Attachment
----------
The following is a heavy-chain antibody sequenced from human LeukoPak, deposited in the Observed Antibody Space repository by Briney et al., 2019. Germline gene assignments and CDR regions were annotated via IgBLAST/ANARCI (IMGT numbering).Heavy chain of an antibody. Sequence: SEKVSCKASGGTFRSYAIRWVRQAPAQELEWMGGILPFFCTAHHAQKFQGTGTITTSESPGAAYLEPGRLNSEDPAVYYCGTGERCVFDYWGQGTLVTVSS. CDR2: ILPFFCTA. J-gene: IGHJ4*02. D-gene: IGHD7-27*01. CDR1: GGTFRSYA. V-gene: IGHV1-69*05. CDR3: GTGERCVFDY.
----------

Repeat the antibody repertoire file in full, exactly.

The following is a heavy-chain antibody sequenced from human LeukoPak, deposited in the Observed Antibody Space repository by Briney et al., 2019. Germline gene assignments and CDR regions were annotated via IgBLAST/ANARCI (IMGT numbering).Heavy chain of an antibody. Sequence: SEKVSCKASGGTFRSYAIRWVRQAPAQELEWMGGILPFFCTAHHAQKFQGTGTITTSESPGAAYLEPGRLNSEDPAVYYCGTGERCVFDYWGQGTLVTVSS. CDR2: ILPFFCTA. J-gene: IGHJ4*02. D-gene: IGHD7-27*01. CDR1: GGTFRSYA. V-gene: IGHV1-69*05. CDR3: GTGERCVFDY.